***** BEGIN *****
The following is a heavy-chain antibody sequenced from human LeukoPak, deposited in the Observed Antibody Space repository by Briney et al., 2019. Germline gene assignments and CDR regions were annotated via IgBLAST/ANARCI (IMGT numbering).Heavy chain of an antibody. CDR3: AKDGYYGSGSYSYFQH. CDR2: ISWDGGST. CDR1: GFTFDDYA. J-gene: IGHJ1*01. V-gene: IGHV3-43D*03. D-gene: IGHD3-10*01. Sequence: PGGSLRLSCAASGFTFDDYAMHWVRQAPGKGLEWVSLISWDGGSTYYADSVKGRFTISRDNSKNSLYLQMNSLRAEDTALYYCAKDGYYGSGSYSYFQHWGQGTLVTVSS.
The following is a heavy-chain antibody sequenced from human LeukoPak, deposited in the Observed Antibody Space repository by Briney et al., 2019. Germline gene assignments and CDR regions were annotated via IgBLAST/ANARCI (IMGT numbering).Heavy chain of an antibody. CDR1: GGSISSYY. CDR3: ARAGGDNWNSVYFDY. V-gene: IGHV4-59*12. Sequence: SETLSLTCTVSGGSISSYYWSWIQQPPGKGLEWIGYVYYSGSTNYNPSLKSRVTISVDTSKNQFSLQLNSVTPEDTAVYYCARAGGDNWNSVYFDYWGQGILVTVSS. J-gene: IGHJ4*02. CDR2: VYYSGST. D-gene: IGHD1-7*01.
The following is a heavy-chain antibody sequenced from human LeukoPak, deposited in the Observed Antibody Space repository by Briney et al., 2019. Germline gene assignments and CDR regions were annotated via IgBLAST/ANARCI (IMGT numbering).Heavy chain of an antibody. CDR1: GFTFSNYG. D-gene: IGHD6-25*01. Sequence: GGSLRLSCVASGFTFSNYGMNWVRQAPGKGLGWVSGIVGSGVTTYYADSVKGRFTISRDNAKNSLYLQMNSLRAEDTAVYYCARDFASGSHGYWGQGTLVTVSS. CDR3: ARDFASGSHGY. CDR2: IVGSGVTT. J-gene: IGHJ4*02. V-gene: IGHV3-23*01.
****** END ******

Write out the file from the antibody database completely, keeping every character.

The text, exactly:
The following is a heavy-chain antibody sequenced from human LeukoPak, deposited in the Observed Antibody Space repository by Briney et al., 2019. Germline gene assignments and CDR regions were annotated via IgBLAST/ANARCI (IMGT numbering).Heavy chain of an antibody. CDR3: AKDGYYGSGSYSYFQH. CDR2: ISWDGGST. CDR1: GFTFDDYA. J-gene: IGHJ1*01. V-gene: IGHV3-43D*03. D-gene: IGHD3-10*01. Sequence: PGGSLRLSCAASGFTFDDYAMHWVRQAPGKGLEWVSLISWDGGSTYYADSVKGRFTISRDNSKNSLYLQMNSLRAEDTALYYCAKDGYYGSGSYSYFQHWGQGTLVTVSS.
The following is a heavy-chain antibody sequenced from human LeukoPak, deposited in the Observed Antibody Space repository by Briney et al., 2019. Germline gene assignments and CDR regions were annotated via IgBLAST/ANARCI (IMGT numbering).Heavy chain of an antibody. CDR1: GGSISSYY. CDR3: ARAGGDNWNSVYFDY. V-gene: IGHV4-59*12. Sequence: SETLSLTCTVSGGSISSYYWSWIQQPPGKGLEWIGYVYYSGSTNYNPSLKSRVTISVDTSKNQFSLQLNSVTPEDTAVYYCARAGGDNWNSVYFDYWGQGILVTVSS. J-gene: IGHJ4*02. CDR2: VYYSGST. D-gene: IGHD1-7*01.
The following is a heavy-chain antibody sequenced from human LeukoPak, deposited in the Observed Antibody Space repository by Briney et al., 2019. Germline gene assignments and CDR regions were annotated via IgBLAST/ANARCI (IMGT numbering).Heavy chain of an antibody. CDR1: GFTFSNYG. D-gene: IGHD6-25*01. Sequence: GGSLRLSCVASGFTFSNYGMNWVRQAPGKGLGWVSGIVGSGVTTYYADSVKGRFTISRDNAKNSLYLQMNSLRAEDTAVYYCARDFASGSHGYWGQGTLVTVSS. CDR3: ARDFASGSHGY. CDR2: IVGSGVTT. J-gene: IGHJ4*02. V-gene: IGHV3-23*01.